Blue Spring Oolong

Tea type
Oolong Tea
Ingredients
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Flavors
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Caffeine
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Edit tea info Last updated by Raven
Average preparation
195 °F / 90 °C 2 min, 30 sec

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From Pekko Teas

Country of Origin: China
Region: Fujian Province
Grade: Ti Kuan Yin
Altitude: 2500 ft. above sea level
Manufacture Type: Oolong
Cup Characteristics: An imperial favorite. Hand selected Ti Kuan Yin Oolong layers notes of orchid, baking bread and faint
wine. Rare.
Infusion: Pale green yellow liquor, tending slightly amber
Ingredients: Luxury oolong tea, Mallow flowers.

In some parts of rural China, Blue Spring Oolong is known as the compassionate oolong. The name stems from an ancient legend that highlights the benevolence of Guan Yin, namesake of Ti Kuan Yin, the leaf style of Blue Spring. Guan Yin was a Bodhisattva, a Buddhist term that describes a being who has attained enlightenment (like the Buddha) but decides to return to earth to lead others and help make their lives better. According to Buddhist belief, every Bodhisattvas by their very nature is compassionate toward others, but Guan Yin, known also as the “Iron Goddess of Mercy” was thought to embody the compassion of all enlightened Buddha-like beings.

According to the ancient tale, there was an ancient village, the name of which has long been forgotten that was suffering from a great drought. For many months, not a drop of water fell from the sky. The only moisture to be had was that which could be collected from nets that had been placed on the ground to collect dew during the night. Drinking water was in incredibly short supply and to make maters worse, the local tea crop the villagers relied on for income had all but withered away to nothing. In desperation the villagers began to make offerings of what little they had to the only deity they though might be able to help, Guan Yin.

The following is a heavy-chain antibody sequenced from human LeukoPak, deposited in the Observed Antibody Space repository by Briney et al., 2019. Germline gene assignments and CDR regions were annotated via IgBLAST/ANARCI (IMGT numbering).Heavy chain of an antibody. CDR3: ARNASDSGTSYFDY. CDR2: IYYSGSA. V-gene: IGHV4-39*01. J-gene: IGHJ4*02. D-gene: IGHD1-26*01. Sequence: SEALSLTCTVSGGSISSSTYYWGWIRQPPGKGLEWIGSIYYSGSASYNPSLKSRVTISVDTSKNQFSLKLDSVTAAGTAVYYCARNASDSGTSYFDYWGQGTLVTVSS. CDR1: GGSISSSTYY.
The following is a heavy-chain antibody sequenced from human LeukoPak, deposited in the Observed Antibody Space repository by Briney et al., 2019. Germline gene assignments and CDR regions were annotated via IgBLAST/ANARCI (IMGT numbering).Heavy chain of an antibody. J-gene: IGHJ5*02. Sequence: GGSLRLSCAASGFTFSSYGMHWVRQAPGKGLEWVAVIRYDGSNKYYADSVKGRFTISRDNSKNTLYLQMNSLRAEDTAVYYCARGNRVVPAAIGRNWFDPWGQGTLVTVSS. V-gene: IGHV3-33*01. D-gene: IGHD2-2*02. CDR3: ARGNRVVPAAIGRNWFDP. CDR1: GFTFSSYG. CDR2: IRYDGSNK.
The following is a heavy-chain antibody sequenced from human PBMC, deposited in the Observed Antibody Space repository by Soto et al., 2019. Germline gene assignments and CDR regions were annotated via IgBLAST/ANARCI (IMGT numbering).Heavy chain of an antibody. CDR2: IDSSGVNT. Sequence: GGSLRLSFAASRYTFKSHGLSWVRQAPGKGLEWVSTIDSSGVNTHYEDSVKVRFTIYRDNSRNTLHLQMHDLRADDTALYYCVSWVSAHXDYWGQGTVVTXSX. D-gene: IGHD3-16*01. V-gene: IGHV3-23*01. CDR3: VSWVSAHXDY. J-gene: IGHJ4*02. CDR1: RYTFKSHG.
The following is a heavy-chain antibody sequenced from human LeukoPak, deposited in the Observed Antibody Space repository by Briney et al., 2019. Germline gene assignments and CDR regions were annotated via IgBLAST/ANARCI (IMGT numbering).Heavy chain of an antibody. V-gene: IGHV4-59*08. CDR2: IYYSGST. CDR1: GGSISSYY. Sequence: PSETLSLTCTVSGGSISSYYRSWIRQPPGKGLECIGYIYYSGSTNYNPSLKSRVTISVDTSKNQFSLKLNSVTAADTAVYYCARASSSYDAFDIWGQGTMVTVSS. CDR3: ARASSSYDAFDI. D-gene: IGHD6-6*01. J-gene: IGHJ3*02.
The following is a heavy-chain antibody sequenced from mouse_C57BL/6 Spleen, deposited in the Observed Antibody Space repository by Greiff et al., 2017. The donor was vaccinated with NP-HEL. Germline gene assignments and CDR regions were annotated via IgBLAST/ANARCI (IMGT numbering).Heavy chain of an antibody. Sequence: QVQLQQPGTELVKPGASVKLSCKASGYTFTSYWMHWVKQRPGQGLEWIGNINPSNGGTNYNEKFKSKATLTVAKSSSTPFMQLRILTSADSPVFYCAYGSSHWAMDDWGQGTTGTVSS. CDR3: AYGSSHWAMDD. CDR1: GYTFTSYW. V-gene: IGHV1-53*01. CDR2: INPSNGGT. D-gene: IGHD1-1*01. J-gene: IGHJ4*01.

After a week or so of offerings, a stranger appeared in the village driving a heard of goats. The stranger asked the villagers if his goats might have some water as they had been walking for days. Not wanting to turn down a stranger’s request, the villagers poured what little water they had collected in the nets into a pitcher and handed it to the goatherd. Accepting the water the goatherd said, “You have honored my request and shown me the compassion that I will now show you.” With that the stranger removed his cloak to reveal that he was in fact a she, the Iron goddess of Mercy, Guan Yin. Guan Yin then tipped over the pitcher of water. At the spot where its contents spilled out, a miraculous spring of water began to gush out of the dry ground. The village was saved. Tea growers in the village decided that to honor the goddess, they would begin adding delicate blue mallow flower petals to their tea to represent the crystal blue water of the miraculous spring – Blue Spring Oolong was born!

We’re pleased to offer this exceptional tea. Aside from its enchanting heritage, Blue
Spring Oolong is truly exceptional in the cup – layers of orchid blend with notes of minerals, wheat bread and hints of dry white wine on the finish – an exceptional tea.

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1 Tasting Note

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1155 tasting notes

My first Pekko tea order arrived today (YAY!) and the first tea I shall be trying is this oolong. I remember the picture looking amazingly delicious with the dots of blue colour and wonderful light green and brown thick leafy twists.

The colour once brewed is somewhat pale honey coloured and it has a roasted aroma (freshly baked bread was mentioned and is a fairly accurate description) with a twinge of astringency.

I have Ti Kuan Yin (unflavoured) on my tea shelf and have I found it to be buttery and slightly sweet.

After a few mouthfuls I can say that it tastes exactly as it smells. A lovely roasted oolong with some character of strength and edging towards being sweet. The flowers manifest a subtle freshness and floralness that blend nicely with the warm, toasty oolong. This is quite strong so next time I would reduce the steeping time by 30seconds and see if that relaxes the strength.

This reminds me very much of popcorn tea (hannoki) but with a stronger toastedness. Not quite the buttery oolong that I remember.

Overall it’s a nice blend and I will update my notes again when I do a shorter steep.

Preparation
195 °F / 90 °C 2 min, 30 sec

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